Scientists in Mexico are investigating a mix of vaccines that could potentially avoid the recurrence of cancer. Shutterstock/Guschenkova

Dr. Juan Pablo Márquez Manriquez and his team of researchers at the International Cancer Center in Sonora are beginning clinical trials of “a number of vaccines mixed together” which can prevent the recurrence of different types of cancers. Dr. Márquez says the new therapy works by "training the immune system to recognize and eliminate remaining cancerous cells" after a patient has undergone conventional treatment. This was initially tested on mice which had been programmed to develop at a certain time and didn’t.

“The animals that received the vaccine, both individual vaccines and the cocktail, never developed colon, pancreatic or ovarian cancer,” Dr. Márquez explained. In 2006, they tested the vaccine on 104 patients; 25 with breast cancer, 25 with ovarian cancer, 25 with multiple myeloma, 25 with colon cancer and the only four with pancreatic cancer at the time. “So far, only one of the participants has died and that was due to an unrelated cardiac problem in 2014,” he explained.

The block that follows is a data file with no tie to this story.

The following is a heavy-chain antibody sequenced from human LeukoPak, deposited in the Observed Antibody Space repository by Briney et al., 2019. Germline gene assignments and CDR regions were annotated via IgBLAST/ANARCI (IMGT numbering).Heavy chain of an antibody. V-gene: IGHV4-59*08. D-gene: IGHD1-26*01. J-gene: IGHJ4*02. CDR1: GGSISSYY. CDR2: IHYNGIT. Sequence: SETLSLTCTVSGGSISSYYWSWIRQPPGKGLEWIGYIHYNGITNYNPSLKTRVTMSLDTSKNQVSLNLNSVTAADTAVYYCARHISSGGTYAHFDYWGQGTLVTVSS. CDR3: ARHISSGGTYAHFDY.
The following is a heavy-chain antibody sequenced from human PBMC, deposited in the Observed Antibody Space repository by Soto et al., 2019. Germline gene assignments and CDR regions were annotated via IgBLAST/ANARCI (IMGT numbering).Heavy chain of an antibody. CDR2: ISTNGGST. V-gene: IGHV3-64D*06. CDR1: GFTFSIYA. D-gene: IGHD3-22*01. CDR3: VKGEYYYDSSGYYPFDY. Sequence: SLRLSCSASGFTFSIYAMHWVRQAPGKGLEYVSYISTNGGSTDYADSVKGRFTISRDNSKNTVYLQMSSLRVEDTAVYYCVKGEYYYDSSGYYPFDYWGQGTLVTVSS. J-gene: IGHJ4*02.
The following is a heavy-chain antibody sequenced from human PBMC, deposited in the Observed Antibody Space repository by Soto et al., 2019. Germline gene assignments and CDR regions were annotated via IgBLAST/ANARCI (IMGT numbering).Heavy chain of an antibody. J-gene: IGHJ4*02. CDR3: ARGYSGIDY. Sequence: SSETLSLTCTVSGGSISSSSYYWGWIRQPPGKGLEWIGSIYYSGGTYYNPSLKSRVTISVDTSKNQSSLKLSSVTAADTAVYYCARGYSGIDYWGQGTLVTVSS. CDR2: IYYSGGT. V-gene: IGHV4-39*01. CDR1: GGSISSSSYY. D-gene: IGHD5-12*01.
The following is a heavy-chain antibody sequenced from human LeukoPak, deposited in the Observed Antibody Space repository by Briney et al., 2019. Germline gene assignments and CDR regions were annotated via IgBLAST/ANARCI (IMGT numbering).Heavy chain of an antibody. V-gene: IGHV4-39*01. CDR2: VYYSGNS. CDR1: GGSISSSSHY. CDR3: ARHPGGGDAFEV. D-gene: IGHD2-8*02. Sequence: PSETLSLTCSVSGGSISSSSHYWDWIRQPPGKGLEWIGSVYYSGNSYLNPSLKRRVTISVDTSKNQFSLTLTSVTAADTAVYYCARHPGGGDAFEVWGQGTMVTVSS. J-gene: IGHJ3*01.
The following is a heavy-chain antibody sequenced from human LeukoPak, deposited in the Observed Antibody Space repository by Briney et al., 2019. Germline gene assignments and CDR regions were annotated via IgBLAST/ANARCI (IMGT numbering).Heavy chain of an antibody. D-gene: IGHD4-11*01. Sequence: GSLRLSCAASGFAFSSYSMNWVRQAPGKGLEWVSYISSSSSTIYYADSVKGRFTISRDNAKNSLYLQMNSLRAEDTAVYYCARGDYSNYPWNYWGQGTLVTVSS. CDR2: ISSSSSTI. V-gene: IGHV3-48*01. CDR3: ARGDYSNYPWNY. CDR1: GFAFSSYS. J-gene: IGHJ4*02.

Thanks to these positive results, the researchers have been allowed to combine the first phases of the clinical trials and move faster by reaching thousands of patients. Tests will be conducted in Mexico City, Sonora, Ciudad Obregón and most likely Tijuana, in collaboration with the National Oncology Institute, which Márquez says is the top cancer institution in Mexico and Latin America.

Researchers estimate that if everything goes well, the treatment should be approved in Mexico and the U.S. by 2017, 2019 at the very latest. “We will have fewer recurrences, fewer hospitals full of patients with recurrent cancer,” the scientist said. “That is what matters, that there will be less pain,” he concluded.

© 2024 Latin Times. All rights reserved. Do not reproduce without permission.